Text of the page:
The Mirror


Over a hill, under a dream,
is a beehive you once passed
reflected in a lily pond.

You were a child,
about six,
and they sky ahead of you

protected you from the shadows
of your life to come.

The bees played, and you played,
and the honeysuckle-breeze
kissed your smooth face,

and you didn’t know such a thing
as happiness
because you were happiness itself.

Then an errant bee stung you,
at about eight,
and the sky rained tears,
and the honey tasted like wax.

You grew, and the shadows grew,
and the lily pond dried in your mind,

Then you worked your hive,
your life’s work,

the programs and the commands,
the lines and the rules,
the fears and the hesitations.

What did you become?
What was it?
Were you the bear or the bee?

And now, you’re near the end of it all,
sifting through the confusion
of the millions of life-reflected bits

of the mirror inside you – the one
that separated you from you,
the one whose image

you fell into love,
the one that set you off on
your long trip from the hill

and the lily pond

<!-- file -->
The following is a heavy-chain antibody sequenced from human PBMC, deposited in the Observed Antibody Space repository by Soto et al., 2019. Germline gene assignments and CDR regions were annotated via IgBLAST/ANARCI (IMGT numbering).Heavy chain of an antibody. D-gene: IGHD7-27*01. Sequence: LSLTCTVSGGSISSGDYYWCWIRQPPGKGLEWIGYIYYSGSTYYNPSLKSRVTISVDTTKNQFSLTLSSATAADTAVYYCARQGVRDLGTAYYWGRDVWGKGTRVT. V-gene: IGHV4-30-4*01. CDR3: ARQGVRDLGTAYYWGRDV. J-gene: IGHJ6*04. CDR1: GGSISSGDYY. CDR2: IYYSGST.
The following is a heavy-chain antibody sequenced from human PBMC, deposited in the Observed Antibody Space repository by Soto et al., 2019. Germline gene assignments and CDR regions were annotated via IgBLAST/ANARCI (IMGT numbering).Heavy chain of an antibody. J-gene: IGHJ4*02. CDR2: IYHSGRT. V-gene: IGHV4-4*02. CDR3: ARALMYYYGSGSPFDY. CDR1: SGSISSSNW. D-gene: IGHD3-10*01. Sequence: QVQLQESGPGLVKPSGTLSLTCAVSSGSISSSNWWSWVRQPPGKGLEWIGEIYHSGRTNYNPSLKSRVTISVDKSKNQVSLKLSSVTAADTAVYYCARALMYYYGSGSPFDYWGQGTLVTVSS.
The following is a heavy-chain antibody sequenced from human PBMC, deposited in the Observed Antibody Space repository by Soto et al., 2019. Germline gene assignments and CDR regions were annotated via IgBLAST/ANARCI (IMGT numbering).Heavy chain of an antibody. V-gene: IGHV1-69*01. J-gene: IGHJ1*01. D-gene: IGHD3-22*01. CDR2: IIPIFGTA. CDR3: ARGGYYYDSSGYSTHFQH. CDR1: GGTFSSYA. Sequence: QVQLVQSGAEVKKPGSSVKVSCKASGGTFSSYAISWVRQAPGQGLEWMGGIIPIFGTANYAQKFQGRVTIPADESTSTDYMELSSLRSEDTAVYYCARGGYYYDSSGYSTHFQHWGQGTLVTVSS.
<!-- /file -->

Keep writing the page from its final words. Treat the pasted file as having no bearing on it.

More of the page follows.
and the beehive
and the honeysuckle breeze.

Over the dream
is that stinger –
the bottom of
the lily pond fed on
it all these years.

Go there:

the stinger
was a bell
of waking,
a mugger’s knife
telling you

to let it all go,
to keep letting it all go,
to keep giving it away
like breaths and heartbeats,
telling you:

that you are not the bee
that you are not the bear

that you are
the happiness
reflected in the pond.

You always were.
The stinger just threw you,

and you startled yourself out of paradise.

It’s not too late:

the lily
and the bee
are dying for your return.

And the honeysuckle-breeze
longs to kiss
the shadowy creases

around your human eyes.

– Phil Baumann, a father to his son.